last updated: 3/17/13

45.327 Environmental Philosophy

Spring Semester 2013

TTH 2:00-3:15


Professor Eric S. Nelson                                                                                                Email:

Office: Dugan Hall 200F                                                                                                  Telephone: 978-934-3996

Spring Office Hours: T and TH 12:45-1:50pm, 3:30-4:30pm and by appointment.


Course Description

This course offers an introduction to issues, movements, and themes in environmental philosophy. We will begin by exploring some traditional conceptions and experiences of the environment, animals, and the place of human beings in nature from across the globe. We will then consider ethical, existential, and social-political questions about whether nature, environments, and animals are meaningful only for humans or have their own intrinsic value and to what extent humans have obligations to animals, ecosystems, and nature. We will examine issues of justice and the social-political consequences of how humans relate to nature for other human beings.


Course Requirements: Students are required to:

1. Complete all assigned readings.

2. Maintain regular attendance.

3. Actively participate in class discussion and in discussion groups.

4. Complete all written assignments on-time.


The primary goals of this course are for students to:

(1) become familiar with major themes and figures in environmental philosophy,
(2) develop skills in applying philosophical reflection to concrete problems,
(3) become proficient at writing essays and other assignments, (4) detect and address weaknesses in arguments,
(5) collaborate with other students, and  (6) learn how to present and support ideas in public.


Course Assignments

1. Two Exams = 40% of final course grade.

2. Discussion and research Project and Paper One = 20% of final course grade.

3. Class-presentation of your own views and research on an environmental issue and final research paper = 20% of final course grade.

4. Attendance, active class-participation, in-class (individual or group) assignments = 20% of final grade. There will be oral and written, individual and group, in-class assignments based on the readings and class-discussion.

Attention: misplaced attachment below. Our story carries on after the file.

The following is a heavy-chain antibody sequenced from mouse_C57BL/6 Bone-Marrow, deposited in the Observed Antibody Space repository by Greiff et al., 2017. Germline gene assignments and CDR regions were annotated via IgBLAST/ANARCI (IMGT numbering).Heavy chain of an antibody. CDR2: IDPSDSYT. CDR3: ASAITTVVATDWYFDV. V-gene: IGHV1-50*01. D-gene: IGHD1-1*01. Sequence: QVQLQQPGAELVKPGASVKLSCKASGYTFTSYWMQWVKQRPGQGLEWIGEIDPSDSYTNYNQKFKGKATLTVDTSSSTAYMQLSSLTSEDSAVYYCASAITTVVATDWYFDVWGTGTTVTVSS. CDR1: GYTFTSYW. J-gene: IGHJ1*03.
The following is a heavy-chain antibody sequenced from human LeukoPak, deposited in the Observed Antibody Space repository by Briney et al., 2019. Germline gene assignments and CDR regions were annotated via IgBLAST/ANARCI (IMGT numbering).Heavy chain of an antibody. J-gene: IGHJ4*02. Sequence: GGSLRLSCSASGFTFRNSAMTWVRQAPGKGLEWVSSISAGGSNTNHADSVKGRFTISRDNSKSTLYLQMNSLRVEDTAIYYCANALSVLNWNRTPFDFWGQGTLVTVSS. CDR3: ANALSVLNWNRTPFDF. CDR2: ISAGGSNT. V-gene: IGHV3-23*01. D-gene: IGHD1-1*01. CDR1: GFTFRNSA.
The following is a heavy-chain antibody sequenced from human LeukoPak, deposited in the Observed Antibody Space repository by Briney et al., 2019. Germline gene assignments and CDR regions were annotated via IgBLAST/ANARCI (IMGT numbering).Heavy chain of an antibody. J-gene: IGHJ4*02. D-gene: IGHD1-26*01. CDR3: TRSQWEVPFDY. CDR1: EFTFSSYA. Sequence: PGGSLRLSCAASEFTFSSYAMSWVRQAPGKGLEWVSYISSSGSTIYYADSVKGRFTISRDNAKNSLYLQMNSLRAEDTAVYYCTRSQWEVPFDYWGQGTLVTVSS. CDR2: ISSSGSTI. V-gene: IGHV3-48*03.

Required Texts (available at the UML South Campus Bookstore)


1. Jan. 22 (T): Introduction to environmental philosophy and the course

I. Traditional Conceptions of Nature and Contemporary Implications

2. Jan. 24 (TH): Judaism, Nature, and Environmental Stewardship. Read pages 40-43, 62-71

3. Jan. 29 (T): Christianity, Creation, and Creatures. Read pages 45-49, 72-82

4. Jan. 31 (TH): The Enlightenment Conception of Nature and Animals. Descartes and Kant. Read pages 49-53

5. Feb. 5 (T): Jainism, Buddhism and Ecology. Read pages 97-108

6. Feb. 7 (TH): The Wholeness of Nature and Spirit? Read pages 110-120

7. Feb. 12 (T): Paul W. Taylor and Respect for Nature? Read pages 120-132

8. Feb. 14 (TH): In-class Exam 1.

II. Instrumental and Intrinsic Value

9. Feb. 19 (T): No class, Monday class schedule

10. Feb. 21 (TH): Heidegger, Question Concerning Technology;

11. Feb. 26 (T): Leopold, Sylvan, and a New Ethic? Read pages 417-428, 137-143

12. Feb. 28 (TH): O’Neill and Varieties of Intrinsic Value. Read pages 145-155

13. March 5 (T): Norton and Weak Anthropocentrism. Read pages 159-171.

III. Movements in Environmental Philosophy

14. March 7 (TH): Naess and Deep Ecology. Read pages 197-211

March 12, 14: Spring Break, No classes

15-18. March 19-28: Discussion groups and research projects I

19. April 2 (T): Shiva, Development, and Women. Read pages 273-281

20. April 4 (TH): Bookchin and Social Ecology. Read pages 284-296

21. April 9 (T): Singer and Animal Liberation. Read pages 562-574

22. April 11 (TH): In-class Exam 2 (Heidegger to Singer)

IV. Environmental Issues (Research Presentations and Final Paper)

23. April 16 (T): Student Presentations

24. April 18 (TH): Student Presentations

25. April 23 (T): Student Presentations

26. April 25 (TH): Student Presentations

27. April 30 (T): Student Presentations

28. Develop your class presentation into Paper 2, due at on May 7.